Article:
Tuesday, July 5, 2011

Tuition waivers cause trouble, even when state legislators follow the rules

It’s that time of year. The 177 members of the Illinois General Assembly have used their long-time legislative perk that allows them to grant full-tuition waivers to would-be students however they see fit.
SANDOVAL: A staffer's gaffe?

It is a perk that has been in place since 1905, and there are some legislators who will engage in self-righteous rhetoric about how all they’re doing is enabling young people to attend a university.

IT IS OUR legislators, hard at work, while doing something that will benefit our society for decades into the future. Education, they’ll say, is the key to improving our future.

If you think I’m laying it on a little bit thick, it is because I see the potential for so many things to go wrong when you create a program for which there are no rules – other than whatever ones the legislators themselves want to impose on themselves.

Even when we have legislators trying to do “the right thing,” things can go wrong.

The Chicago Sun-Times gave us a report this week of the latest gaffe related to the tuition waiver perk. The perpetrator, so to speak, is state Sen. Martin Sandoval, D-Cicero.

NOW IN ALL fairness, Sandoval didn’t give a tuition waiver to the kid of a prominent campaign contributor, or grant his waiver to someone as a favor done for another legislator – who would now owe Sandoval something in return.

The blatant horror stories were not repeated. Although the fact that the words “organized crime” are being bandied about will make it sound worse.

For it seems that one of the eight people to whom Sandoval is giving a full-tuition waiver to for the 2011-12 academic year is Michael A. Giorango – who wants to use the waiver to attend Illinois State University in Normal.
GIORANGO: Will son have to pay tuition?

The “problem” is that Giorango’s father, also named Michael Giorango, is more commonly known to mob buffs as “Jaws.” The father currently is doing prison time for charges related to bookmaking, prostitution and failure to file income tax returns.

WHICH MEANS EVERYBODY, particularly those who get off on mob stories, will want to presume that Sandoval is somehow connected to organized crime. That there just had to be some direct connection between the two men. What, we’re going to wonder, did the Outfit do for Sandoval that he repaid them by giving a mob boss’ kid a free year of college?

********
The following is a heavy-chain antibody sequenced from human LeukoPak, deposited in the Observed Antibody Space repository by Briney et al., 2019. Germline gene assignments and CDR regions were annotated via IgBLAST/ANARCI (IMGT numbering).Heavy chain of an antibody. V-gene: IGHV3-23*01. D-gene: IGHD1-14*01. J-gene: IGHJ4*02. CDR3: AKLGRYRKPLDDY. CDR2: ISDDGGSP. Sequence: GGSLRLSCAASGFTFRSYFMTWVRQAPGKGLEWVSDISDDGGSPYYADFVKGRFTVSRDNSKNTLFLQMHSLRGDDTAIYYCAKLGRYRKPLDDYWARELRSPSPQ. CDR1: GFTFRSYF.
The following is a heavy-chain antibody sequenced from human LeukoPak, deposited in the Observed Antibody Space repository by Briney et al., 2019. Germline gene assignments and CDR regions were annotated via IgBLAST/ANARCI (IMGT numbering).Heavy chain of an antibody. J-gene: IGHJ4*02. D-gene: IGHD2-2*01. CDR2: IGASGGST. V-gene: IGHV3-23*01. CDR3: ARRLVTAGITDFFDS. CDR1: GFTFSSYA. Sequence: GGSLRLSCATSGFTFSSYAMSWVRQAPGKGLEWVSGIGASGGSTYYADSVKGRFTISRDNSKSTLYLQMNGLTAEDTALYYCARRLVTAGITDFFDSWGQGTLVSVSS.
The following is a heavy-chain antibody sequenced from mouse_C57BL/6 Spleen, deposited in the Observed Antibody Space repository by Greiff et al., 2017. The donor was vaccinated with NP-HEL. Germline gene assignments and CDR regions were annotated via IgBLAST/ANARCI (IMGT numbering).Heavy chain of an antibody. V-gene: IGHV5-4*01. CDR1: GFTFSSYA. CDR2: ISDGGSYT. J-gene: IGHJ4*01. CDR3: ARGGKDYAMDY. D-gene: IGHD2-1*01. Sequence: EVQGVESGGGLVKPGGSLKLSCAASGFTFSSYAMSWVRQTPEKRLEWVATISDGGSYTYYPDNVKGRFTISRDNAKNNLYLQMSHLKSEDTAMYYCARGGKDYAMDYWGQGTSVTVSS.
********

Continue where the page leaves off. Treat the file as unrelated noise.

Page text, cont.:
Not that there’s any proof of truth to anything in that last paragraph.

In fact, the Sun-Times has Sandoval saying he never med Giorango’s kid, has no desire to meet him, and that it was one of his legislative staffers (who has since lost his job) who got confused and inadvertently approved the younger Giorango for the tuition waiver.

That latter part does have a certain ring of truth to it.

FOR MANY LEGISLATORS in recent years attempt to distance themselves from the horror stories involving political conflicts of interest of the past.

They create special committees that actually review the applicants and attempt to pick the people who have the best academic credentials. In many cases, the only time the legislator has any contact with the students is at some sort of reception at which they all get their picture taken together.

In short, the legislator takes all the credit for letting somebody go to college without having to pay tuition. But if something goes wrong, he gets deniability.

So maybe Sandoval is telling the truth that he had no prior contact with Giorango, the younger. I’ll give him the benefit of the doubt on that point.

BUT HE DOES deserve some derision for the fact that he tried to weasel out of the incident by trying to rescind the tuition waiver – once he found out who Giorango actually was.

I’d respect the senator from Cicero if he had just stuck by his committee’s decision. One can legitimately argue that the younger Giorango has no criminal record, hasn’t done anything wrong, and should have the chance to get ahead in life.

If he actually had the academic credentials to qualify for a legislative waiver, then so be it. Although the Sun-Times reported that Giorango’s application for a tuition waiver did not include a transcript or any kind of essay to show off his skills. So who’s to say why someone, somewhere along the process thought he was worthy of the perk.

Which is quite a perk. Each year, every single senator and representative in Illinois is entitled to give one full, four-year tuition waiver to a University of Illinois student and another to a student at any other state university in Illinois.

BUT MANY LEGISLATORS prefer to split the waivers up into four, one-year waivers to the University of Illinois and four more to other state universities. Why only get credit for sending two kids to college when you can get credit for sending eight kids?

Which means the waivers, despite all the high-minded rhetoric about enabling young people to go to college, are really about boosting the egos of the individual legislators.

So excuse me for getting a chuckle at Sandoval’s expense. If he had just paid a little closer attention to what was being done in his name, he’d be getting all the glory this week.


No comments: